Training in other facets of localization is also becoming better developed, again in part through a healthy interaction between the industry and the universities. The Melbourne localization firm, Metalang, is a good supporter of this process, linking with language departments to foster an appreciation of the requirements of industry practice. Yet professional software translation work is limited in Australia, with much of it outsourced to the global centers or offered to students on an ad hoc basis. Once again, the skills are available, but the industry needs careful nurturing.

More strategically, the challenge for Australia and its partners in New Zealand and South East Asia is to exploit our established excellence in software and ICT research, together with a broad base of language skills, to make a major contribution to this area. One small step is being taken in January with the Australasian Workshop on Software Internationalization (AWSI2004) in Dunedin, New Zealand. This workshop, part of the Australasian Computer Science Week, is intended to provide a bridge between industry practitioners facing software internationalization challenges, and those with expertise which may be brought to bear in solving them. In particular, we are delighted to have the involvement of members of Macquarie University’s Language Technology Group, industry representatives from Metalang, Oracle, SAP and Red Hat, along with strong support from LISA. LISA members who fancy a trip to the South Island of New Zealand should visit our web pages at: www.fit.qut.edu.au/~hogan/si/ and submit a paper as soon as you can. (Given the number of times that I have asked conference organizers for an extension I suspect that there is some flexibility in the submission dates.)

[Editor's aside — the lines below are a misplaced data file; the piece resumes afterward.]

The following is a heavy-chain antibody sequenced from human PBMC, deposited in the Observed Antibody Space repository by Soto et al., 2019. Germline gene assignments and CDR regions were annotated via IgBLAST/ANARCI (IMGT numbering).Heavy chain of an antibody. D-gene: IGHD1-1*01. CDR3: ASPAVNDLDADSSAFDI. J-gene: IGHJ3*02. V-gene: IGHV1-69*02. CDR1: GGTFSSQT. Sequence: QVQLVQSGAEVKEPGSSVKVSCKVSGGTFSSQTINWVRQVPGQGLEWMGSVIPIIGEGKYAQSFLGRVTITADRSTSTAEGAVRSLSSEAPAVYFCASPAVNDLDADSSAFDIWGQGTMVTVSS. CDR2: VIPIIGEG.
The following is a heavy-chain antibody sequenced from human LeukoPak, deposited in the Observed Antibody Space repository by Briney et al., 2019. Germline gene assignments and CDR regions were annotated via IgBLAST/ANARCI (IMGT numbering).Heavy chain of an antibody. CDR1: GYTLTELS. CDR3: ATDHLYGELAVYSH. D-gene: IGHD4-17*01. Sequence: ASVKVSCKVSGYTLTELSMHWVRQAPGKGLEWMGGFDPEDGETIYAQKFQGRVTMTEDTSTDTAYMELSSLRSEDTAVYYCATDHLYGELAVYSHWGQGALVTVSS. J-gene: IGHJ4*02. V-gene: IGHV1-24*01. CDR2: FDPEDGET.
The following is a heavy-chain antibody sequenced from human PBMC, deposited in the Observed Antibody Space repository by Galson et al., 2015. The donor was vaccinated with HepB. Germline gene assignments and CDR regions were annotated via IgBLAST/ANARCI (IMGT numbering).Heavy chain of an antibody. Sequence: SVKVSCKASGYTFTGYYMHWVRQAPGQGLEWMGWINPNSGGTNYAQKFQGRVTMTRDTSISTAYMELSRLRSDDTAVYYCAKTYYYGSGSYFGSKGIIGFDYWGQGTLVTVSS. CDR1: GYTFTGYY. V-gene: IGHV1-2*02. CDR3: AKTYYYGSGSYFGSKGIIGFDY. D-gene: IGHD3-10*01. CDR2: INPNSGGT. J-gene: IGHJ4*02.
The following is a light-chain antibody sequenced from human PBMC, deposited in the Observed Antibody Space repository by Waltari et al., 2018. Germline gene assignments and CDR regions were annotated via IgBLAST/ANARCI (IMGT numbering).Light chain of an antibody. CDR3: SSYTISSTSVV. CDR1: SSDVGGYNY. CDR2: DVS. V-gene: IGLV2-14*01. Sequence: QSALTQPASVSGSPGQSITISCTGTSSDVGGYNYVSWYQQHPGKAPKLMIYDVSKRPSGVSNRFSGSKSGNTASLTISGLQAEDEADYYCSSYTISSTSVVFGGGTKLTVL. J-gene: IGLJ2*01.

James M. Hogan is a Senior Lecturer in the School of Software Engineering and Data Communications at the Queensland University of Technology. He plays a key role in software internationalization initiatives at QUT, and has presented regularly to the local industry and students on localization issues, and their importance for a sustainable industry in Australia. Other interests include computational semantics and machine learning for text processing and bioinformatics.

 


Reprinted by permission from the Globalization Insider,
7 October 2003, Volume XII, Issue 4.1.

Copyright the Localization Industry Standards Association
(Globalization Insider: www.localization.org, LISA:
www.lisa.org)
and S.M.P. Marketing Sarl (SMP) 2004